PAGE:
A mother’s love is an unconditional love similar to the way Jesus loves us.

Photo by: Cassie Nesbit

Photo by: Cassie Nesbit


If there’s one thing I’m an expert on, it’s appreciation toward my mother, Kathy.

I mostly refer to her as Kathy.

Some people may think that’s disrespectful, but she’s my best friend.

“Kathy,” I said. “You’re my friend, not my mother.”

She doesn’t necessarily like it when I say that, but she must know I do appreciate her.

Kathy has what I like to call: nervous energy. I would know because I get it from her.

Learning to drive with her was nearly impossible.

“Whoa, you’re too close to the curb,” said Kathy. “Now you’re going to hit the car.”

“Whoa, whoa, whoa, WHOA,” said Kathy, with each whoa longer and louder than the one before.

Reflection over this memory leaves me with a distinct feeling: That’s Kathy. But I wasn’t so thrilled with her behavior, initially.

One time as we were heading toward DuQuoin, Ill., she actually asked me if she could drive, for her own safety.

“Cassie,” said Kathy. “I don’t want to die.”

If anyone complains about back-seat driving, just take a ride with Kathy. You’ll never complain again.

As silly as that sounds, she did listen to what I had to say after-the-fact.

“Mom, I’m going to hit the curb in life,” I said. “Let me make the mistake and pay for the damages, that’s the only way I’ll learn.”

Literally and metaphorically, I meant what I said, and she understood where I was coming from.

“You’re right, Cassie,” said Kathy.

She listened to me, and let go of the wheel of the car and life itself.

Sure, there are times she may continue to hold on, but she’s much better.

I’m not the only one who appreciates Kathy.

Geoffrey, my brother, wrote to mom after he specifically told her not to write during Army basic training at Lackland Air Force Base in San Antonio.

“Remember the time I told you not to write,” said Geoffrey. “Well, I changed my mind. Everyone’s talking about how they miss their girlfriends and all I can think about is how I miss my mother.”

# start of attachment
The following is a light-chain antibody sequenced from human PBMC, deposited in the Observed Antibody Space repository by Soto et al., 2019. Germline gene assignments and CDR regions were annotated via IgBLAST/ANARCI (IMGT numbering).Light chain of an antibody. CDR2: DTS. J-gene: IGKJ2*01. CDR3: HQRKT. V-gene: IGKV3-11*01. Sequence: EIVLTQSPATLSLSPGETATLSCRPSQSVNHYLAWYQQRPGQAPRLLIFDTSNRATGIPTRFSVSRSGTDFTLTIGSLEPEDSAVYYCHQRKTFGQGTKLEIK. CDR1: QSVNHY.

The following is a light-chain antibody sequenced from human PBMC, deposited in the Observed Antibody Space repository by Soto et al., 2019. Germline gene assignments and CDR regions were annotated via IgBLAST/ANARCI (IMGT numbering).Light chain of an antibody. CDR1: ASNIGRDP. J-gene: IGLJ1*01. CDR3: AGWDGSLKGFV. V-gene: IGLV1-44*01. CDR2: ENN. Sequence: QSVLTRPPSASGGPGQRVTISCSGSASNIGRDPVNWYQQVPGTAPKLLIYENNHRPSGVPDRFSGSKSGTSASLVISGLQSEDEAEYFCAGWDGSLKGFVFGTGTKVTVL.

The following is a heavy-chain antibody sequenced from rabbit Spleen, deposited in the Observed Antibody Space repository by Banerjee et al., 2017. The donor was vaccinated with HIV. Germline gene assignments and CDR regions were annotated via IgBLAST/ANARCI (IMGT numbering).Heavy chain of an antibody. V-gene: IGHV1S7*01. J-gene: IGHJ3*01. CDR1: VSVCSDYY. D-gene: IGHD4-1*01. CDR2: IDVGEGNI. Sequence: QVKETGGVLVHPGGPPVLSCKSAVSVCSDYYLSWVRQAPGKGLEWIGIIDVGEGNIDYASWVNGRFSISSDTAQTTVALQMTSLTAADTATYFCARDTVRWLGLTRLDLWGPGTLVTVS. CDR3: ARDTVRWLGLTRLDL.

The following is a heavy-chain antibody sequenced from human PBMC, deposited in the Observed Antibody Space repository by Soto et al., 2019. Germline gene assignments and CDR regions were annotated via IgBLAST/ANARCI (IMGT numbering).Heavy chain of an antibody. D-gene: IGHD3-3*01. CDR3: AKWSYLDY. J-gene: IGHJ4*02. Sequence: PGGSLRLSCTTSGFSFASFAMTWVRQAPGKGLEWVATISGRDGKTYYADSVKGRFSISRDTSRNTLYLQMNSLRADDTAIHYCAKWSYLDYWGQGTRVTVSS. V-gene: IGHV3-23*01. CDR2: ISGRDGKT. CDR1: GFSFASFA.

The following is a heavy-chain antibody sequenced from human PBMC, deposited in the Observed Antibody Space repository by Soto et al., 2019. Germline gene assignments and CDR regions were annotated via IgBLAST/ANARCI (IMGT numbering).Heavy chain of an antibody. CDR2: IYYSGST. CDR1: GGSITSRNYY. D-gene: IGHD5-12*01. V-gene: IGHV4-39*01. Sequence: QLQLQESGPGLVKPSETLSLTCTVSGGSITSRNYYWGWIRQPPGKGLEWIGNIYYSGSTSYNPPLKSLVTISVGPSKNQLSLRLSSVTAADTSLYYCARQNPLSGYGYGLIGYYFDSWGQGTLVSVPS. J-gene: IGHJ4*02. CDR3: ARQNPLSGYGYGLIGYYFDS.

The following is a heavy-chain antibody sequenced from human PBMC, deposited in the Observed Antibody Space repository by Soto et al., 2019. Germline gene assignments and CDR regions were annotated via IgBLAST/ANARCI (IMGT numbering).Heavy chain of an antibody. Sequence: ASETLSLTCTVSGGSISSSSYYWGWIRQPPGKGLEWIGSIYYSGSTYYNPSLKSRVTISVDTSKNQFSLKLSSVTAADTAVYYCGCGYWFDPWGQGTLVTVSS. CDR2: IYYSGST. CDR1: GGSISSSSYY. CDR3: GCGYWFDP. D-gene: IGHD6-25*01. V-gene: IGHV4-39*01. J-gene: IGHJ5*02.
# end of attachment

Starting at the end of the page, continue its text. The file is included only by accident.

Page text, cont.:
She lets us know that she loves us, too.

“Cassie, I love you,” wrote Kathy. “I thank you so much for being you.”

It’s just like Jesus’ love for us.

“And He is not served by human hands, as if He needed anything. Rather, He Himself gives everyone life and breath and everything else,” said Acts 17:25, in the New International Bible.

No matter what, I could not give God anything compared to what He has given me. However, He loves me still.

I just think Moms are really similar, having that kind of unconditional love.

So, I felt compelled to ask some of my fellow students what were some words describing their mothers.

♦ “I would say my mom is really caring, but she’s stern-caring,” said Josh Williams, a senior health science major. “She doesn’t mind telling me no when it’s good for me.”

♦ “Brilliant,” said Kaitlin Little, a sophomore secondary education major. “She blows my mind constantly and she’s a huge geek. She homeschools, she’s a wonderful teacher, I mean, I could just go on.”

♦ “My mom’s the nicest person ever,” said Blake Younki, a junior business management major.

♦ “My mother is my support system,” said Angela Tally, a junior in exercise science. “She literally provides everything and will go above and beyond for me.”

♦ “She’s the kind of person where she’ll give her last penny for one of her children,” said Raymond Cabello, a senior music major.

Mothers certainly do love us, and it wouldn’t matter what we did.

By Cassie Nesbit

Cassie Nesbit is a spiritual staff writer for MBU Timeline. Nesbit is a senior majoring in public relations at Missouri Baptist University. She is a member of the women’s volleyball family and works as a crew member for the AMC Creve Coeur 12 movie theater. This Nesbit has no family relation to MBU alumna and former volleyball player, Madaline Nesbit.